So what, exactly, is 'involution'? It's defined here as the basic idea that the progress of science in fact reflects its ability to recover memory, or involution.  Strictly speaking, 'involution' happens when something turns in upon itself; but in this case it's more than a geometric or mathematical expression, more than a medical description, and more than the path the soul takes to become more self-realized. Here it's described as a impetus to the evolutionary process, key to understanding the idea of scientific investigation and progression: "Involution, the in ‘folding’ of memory, and its recovery by man, does not seek to challenge Darwin, whose world is the evolution of outer forms, but offers a  counterbalance, the in‘forming’ of evolving awareness that shapes his creatures and their relationships. The central premise of this book is that evolution, prior to man, has been achieved through the infolding of experience – involution – and that its legacy, memory, resides in the very structure of matter."

And if all of this sounds too challenging a view from the get-go, then Involution isn't the book for you. While its tone is lively and its delivery understandable, it's not 'light reading' per say, despite its unexpected vehicle of poetry as the delivery wagon of choice.

Poetry? Really? Yes: because poetic structure in this case lends well to a survey that has to speedily traverse all of time, but which requires slow, careful reading for maximum benefit. Anyone seeking a quick set of insights despite the lightening effects of its poetic structure will be disappointed. Its light-heartedness belies the depth of its insights on the human adventure.

Perhaps Involution can best be described as an 'ambitious work exposing the inspired development of science and philosophy (and parallel art and music) wrapped in the mantle of epic poetry'. Surely its conception marries the disparate worlds of science and religion more firmly with a structure and presentation that will capture readers of either genre. The poetic evocation (addressed to the instinctive right brain, and the heart) is unambiguous, direct and occasionally breath-taking.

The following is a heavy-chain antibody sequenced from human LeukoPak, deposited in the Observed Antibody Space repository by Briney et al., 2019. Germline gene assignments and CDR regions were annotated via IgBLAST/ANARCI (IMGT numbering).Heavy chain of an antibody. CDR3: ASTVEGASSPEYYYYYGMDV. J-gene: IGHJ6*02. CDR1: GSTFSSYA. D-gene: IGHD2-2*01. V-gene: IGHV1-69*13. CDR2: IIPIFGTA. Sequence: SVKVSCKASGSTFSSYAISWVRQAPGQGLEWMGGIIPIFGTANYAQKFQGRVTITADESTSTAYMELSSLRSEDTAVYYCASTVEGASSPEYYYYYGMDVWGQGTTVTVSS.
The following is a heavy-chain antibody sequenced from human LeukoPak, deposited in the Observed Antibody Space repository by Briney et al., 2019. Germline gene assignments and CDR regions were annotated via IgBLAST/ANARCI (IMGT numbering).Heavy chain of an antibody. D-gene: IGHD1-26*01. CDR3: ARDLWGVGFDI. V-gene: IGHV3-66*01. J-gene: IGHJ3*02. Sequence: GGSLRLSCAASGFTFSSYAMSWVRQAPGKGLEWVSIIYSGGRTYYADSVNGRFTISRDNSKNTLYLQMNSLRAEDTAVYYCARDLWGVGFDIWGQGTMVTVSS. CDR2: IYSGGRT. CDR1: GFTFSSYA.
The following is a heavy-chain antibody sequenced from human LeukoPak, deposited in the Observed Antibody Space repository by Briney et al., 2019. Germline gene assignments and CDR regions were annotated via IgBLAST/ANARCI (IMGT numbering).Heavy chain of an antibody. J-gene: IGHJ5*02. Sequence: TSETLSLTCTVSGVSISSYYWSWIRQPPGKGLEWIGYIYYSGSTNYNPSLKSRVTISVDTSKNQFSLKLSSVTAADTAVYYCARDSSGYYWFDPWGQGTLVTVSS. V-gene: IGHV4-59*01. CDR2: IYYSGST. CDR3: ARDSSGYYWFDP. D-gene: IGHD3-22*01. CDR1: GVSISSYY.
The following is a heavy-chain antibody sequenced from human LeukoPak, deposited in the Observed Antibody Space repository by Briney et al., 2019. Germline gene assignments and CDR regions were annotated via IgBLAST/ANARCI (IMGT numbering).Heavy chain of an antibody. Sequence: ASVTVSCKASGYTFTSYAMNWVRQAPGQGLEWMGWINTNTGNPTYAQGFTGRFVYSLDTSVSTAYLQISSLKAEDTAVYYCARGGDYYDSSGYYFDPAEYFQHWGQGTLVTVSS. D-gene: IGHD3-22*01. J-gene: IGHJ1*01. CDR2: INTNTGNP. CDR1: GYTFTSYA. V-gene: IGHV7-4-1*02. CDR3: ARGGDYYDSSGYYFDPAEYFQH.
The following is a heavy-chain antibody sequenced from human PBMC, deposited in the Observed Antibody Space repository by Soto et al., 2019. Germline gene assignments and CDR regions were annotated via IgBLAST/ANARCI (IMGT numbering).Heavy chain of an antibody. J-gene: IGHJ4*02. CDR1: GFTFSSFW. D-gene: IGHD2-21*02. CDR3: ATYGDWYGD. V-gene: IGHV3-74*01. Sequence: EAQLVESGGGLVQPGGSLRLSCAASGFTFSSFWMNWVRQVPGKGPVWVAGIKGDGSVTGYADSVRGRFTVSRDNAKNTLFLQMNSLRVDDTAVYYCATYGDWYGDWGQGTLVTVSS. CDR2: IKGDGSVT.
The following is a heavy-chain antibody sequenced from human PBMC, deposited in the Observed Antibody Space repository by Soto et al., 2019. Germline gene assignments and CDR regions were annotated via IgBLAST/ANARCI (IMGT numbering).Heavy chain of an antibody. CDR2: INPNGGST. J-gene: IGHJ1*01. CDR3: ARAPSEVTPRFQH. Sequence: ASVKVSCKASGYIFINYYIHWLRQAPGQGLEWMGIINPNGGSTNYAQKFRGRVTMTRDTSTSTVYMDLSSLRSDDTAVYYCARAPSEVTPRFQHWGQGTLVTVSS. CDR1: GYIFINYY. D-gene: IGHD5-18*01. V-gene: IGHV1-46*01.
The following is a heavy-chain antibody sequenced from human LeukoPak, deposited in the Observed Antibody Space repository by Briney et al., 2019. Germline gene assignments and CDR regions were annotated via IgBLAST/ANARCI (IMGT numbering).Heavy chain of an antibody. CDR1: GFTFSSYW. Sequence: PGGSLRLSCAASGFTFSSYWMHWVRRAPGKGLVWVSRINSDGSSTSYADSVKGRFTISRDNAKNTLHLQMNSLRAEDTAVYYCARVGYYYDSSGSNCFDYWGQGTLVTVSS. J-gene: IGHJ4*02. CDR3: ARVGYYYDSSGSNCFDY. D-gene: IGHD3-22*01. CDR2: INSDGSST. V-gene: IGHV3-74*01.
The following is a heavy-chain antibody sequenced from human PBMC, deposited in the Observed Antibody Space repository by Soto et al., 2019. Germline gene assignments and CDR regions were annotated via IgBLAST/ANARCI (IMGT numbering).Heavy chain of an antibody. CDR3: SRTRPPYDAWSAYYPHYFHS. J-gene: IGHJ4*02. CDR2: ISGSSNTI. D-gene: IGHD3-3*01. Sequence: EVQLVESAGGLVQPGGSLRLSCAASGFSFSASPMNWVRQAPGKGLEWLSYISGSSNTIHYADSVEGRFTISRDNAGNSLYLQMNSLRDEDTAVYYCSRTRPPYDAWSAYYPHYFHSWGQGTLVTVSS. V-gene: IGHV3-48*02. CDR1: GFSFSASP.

Perhaps ideally one should have a familiarity with classical poetry and an appreciation of thinking anew from first principles in order to fully appreciate the purposes, language and history provided in Involution: "But why address the already long converted?/ When science is in greater need of vision/Believing, as it does, it holds all truth./Scientists were caged, not by commission,/Invisible are the bonds to its repute…" It is the ‘blindness of the old soldier’ (science) that is here offered new eyes to see, in its own history, an alternative spiritual journey of purpose and meaning.

Saints and scientists break the same bread’

Here you will find it all: poetic cantos, scientific footnotes, discussions of ideals of liberty, Renaissance history, the psychology of love and reunion…all provided in a unique format with a distinctive perspective; perfect for multidisciplinary, college-level readers who want a scholarly yet evocative presentation of the concept and workings of involution through its increasingly unifying stages. This broad-brush journey through the history of Western culture offers an alternative vision of Man’s powers and his destiny; a return to Eden, now as co-Creator, conscious of the unity of all creation.

Incidentally, Involution-An Odyssey Reconciling Science to God has been nominated runner-up Book of the Year (2013) by the Scientific and Medical Network. It's easy to see why it deserves this accolade.

Diane Donovan, Midwest Review June 2014